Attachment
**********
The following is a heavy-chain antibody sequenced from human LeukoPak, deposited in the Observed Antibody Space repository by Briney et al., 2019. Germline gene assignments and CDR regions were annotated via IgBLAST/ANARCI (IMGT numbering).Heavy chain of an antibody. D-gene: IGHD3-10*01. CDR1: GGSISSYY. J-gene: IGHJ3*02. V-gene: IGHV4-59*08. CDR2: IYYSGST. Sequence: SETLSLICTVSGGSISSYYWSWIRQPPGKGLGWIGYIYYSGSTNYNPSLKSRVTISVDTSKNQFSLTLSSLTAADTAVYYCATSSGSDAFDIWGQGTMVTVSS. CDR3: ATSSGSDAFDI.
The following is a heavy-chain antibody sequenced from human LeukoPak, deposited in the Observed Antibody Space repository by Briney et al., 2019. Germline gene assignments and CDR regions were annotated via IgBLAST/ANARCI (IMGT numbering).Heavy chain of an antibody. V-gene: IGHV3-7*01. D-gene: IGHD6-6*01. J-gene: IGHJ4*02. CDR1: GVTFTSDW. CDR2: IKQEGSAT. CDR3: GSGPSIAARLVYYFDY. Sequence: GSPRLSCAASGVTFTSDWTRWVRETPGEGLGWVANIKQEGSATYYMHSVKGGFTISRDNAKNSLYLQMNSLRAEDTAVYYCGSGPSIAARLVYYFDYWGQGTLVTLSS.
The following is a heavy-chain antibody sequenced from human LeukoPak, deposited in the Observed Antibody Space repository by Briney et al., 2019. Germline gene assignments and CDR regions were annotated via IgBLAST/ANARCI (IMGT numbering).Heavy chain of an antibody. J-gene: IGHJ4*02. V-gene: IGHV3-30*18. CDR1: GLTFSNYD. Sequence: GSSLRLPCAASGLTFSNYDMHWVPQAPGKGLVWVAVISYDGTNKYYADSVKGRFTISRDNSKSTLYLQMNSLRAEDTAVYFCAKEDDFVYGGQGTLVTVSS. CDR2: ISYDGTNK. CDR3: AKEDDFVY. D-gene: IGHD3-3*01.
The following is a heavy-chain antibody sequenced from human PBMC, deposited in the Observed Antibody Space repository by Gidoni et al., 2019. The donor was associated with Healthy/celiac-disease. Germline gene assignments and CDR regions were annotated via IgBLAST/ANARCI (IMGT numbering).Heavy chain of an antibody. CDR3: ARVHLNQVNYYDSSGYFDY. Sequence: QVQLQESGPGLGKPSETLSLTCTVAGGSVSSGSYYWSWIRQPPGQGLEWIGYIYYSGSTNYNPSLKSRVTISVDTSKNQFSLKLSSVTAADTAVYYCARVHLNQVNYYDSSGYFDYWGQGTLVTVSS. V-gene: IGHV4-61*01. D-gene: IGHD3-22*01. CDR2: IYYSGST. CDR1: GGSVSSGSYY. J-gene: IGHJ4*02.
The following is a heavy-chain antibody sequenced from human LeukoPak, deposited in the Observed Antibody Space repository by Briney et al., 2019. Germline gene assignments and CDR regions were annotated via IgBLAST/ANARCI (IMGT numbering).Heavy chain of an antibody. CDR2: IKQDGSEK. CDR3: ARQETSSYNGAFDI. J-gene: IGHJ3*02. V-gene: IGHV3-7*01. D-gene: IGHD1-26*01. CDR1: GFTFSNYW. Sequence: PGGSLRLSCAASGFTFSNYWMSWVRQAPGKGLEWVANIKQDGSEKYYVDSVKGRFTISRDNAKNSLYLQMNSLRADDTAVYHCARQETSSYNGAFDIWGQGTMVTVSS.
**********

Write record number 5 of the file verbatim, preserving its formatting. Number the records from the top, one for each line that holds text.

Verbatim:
The following is a heavy-chain antibody sequenced from human LeukoPak, deposited in the Observed Antibody Space repository by Briney et al., 2019. Germline gene assignments and CDR regions were annotated via IgBLAST/ANARCI (IMGT numbering).Heavy chain of an antibody. CDR2: IKQDGSEK. CDR3: ARQETSSYNGAFDI. J-gene: IGHJ3*02. V-gene: IGHV3-7*01. D-gene: IGHD1-26*01. CDR1: GFTFSNYW. Sequence: PGGSLRLSCAASGFTFSNYWMSWVRQAPGKGLEWVANIKQDGSEKYYVDSVKGRFTISRDNAKNSLYLQMNSLRADDTAVYHCARQETSSYNGAFDIWGQGTMVTVSS.